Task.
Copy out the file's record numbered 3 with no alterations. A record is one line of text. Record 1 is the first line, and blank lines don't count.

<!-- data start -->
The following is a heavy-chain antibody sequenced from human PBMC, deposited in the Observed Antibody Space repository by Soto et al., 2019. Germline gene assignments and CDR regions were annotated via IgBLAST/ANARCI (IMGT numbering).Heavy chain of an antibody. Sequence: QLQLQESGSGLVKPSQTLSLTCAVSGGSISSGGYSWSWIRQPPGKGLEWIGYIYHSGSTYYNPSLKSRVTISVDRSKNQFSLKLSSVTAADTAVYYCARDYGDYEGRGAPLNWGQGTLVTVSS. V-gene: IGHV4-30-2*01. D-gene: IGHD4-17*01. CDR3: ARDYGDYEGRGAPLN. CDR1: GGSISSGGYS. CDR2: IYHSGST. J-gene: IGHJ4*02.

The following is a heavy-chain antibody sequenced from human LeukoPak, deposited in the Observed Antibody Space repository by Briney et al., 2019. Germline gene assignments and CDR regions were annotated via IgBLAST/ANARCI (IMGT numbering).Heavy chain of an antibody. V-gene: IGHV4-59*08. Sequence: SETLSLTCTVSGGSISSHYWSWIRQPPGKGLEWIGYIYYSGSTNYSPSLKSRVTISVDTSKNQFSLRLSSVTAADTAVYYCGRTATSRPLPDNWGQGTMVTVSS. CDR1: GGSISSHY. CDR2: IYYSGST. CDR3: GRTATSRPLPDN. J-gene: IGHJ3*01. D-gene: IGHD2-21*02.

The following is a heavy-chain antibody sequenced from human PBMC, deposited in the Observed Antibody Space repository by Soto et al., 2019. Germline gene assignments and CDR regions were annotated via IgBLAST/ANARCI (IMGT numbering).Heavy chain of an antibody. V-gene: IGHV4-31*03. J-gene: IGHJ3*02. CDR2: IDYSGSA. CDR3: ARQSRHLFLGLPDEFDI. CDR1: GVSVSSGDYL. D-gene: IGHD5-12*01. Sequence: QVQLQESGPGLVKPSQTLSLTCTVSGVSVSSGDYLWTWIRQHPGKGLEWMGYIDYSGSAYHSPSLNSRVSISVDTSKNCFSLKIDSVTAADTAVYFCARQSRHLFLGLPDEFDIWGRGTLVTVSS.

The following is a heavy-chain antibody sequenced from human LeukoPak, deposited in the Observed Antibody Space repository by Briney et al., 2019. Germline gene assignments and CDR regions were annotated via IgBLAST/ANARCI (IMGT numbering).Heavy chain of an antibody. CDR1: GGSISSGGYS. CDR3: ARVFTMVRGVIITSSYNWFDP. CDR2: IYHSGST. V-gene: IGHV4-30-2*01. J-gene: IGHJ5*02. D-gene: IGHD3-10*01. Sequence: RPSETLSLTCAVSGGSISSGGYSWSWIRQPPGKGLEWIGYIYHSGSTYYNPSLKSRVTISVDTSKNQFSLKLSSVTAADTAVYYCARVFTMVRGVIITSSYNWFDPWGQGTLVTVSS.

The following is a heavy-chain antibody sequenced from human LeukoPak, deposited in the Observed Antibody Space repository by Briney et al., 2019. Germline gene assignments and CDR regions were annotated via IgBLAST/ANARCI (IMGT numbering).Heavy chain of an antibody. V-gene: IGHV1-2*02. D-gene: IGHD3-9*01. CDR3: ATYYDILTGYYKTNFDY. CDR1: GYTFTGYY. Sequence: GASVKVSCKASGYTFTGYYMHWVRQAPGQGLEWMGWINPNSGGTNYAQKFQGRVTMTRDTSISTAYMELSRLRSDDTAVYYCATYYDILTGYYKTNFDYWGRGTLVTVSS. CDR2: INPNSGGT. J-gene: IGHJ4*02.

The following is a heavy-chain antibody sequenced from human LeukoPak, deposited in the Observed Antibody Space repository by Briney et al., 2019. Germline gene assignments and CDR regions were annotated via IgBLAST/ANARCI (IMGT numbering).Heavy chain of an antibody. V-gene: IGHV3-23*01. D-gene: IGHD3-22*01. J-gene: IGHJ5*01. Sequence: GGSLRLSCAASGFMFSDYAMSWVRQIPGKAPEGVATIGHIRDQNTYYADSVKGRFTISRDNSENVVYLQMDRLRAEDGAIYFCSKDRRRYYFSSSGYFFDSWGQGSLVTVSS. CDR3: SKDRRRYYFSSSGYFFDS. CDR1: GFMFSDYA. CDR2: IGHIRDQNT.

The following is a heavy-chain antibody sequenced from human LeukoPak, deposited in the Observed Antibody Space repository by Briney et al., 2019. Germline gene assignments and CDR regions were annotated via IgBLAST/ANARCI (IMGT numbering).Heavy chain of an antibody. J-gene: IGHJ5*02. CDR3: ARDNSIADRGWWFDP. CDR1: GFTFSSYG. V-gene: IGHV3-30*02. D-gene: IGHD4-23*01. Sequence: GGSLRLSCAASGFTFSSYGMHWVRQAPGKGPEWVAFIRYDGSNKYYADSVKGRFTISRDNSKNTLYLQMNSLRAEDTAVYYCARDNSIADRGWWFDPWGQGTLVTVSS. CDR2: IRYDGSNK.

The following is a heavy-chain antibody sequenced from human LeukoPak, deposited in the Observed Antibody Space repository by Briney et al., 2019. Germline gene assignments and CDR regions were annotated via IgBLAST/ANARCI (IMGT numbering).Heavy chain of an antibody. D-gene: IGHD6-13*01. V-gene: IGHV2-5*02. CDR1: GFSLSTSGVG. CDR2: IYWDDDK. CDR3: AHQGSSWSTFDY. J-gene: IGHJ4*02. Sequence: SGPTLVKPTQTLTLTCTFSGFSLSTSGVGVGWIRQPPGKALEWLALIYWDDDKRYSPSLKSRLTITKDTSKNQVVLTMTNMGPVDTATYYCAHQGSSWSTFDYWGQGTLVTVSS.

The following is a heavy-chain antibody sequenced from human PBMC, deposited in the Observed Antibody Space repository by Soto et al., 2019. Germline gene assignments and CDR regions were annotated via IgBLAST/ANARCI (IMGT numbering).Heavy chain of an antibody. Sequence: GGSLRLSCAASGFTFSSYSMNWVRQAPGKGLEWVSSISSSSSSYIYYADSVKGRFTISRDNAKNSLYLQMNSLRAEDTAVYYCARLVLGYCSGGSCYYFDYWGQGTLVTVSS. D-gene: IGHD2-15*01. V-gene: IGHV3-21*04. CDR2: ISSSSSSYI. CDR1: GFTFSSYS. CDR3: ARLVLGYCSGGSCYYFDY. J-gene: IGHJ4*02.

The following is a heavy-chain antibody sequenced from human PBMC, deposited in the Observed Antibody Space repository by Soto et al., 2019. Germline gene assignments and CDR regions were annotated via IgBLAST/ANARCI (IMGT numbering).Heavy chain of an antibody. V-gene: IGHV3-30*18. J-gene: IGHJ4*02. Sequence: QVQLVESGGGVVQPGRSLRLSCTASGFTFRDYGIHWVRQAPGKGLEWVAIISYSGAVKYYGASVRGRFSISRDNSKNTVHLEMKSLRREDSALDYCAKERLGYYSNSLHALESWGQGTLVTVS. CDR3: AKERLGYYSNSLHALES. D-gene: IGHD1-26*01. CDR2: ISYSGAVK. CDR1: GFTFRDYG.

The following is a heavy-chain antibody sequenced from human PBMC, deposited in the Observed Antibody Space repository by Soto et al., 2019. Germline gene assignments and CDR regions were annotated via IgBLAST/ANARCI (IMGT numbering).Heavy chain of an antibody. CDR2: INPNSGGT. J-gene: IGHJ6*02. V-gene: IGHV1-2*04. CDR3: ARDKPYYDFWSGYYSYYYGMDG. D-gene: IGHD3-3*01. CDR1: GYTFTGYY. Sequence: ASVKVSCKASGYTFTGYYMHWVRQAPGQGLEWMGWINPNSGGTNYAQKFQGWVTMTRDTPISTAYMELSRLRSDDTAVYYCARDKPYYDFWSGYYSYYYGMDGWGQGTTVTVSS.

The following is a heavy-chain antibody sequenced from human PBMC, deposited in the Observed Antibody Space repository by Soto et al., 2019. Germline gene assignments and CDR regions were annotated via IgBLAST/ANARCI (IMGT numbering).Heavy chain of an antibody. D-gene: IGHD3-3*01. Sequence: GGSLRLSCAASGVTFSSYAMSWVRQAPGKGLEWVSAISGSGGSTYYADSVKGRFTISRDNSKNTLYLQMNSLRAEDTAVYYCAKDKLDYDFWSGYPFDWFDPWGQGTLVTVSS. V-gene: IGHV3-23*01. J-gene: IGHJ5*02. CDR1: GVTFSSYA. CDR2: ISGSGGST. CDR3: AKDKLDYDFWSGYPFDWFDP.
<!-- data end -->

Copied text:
The following is a heavy-chain antibody sequenced from human PBMC, deposited in the Observed Antibody Space repository by Soto et al., 2019. Germline gene assignments and CDR regions were annotated via IgBLAST/ANARCI (IMGT numbering).Heavy chain of an antibody. V-gene: IGHV4-31*03. J-gene: IGHJ3*02. CDR2: IDYSGSA. CDR3: ARQSRHLFLGLPDEFDI. CDR1: GVSVSSGDYL. D-gene: IGHD5-12*01. Sequence: QVQLQESGPGLVKPSQTLSLTCTVSGVSVSSGDYLWTWIRQHPGKGLEWMGYIDYSGSAYHSPSLNSRVSISVDTSKNCFSLKIDSVTAADTAVYFCARQSRHLFLGLPDEFDIWGRGTLVTVSS.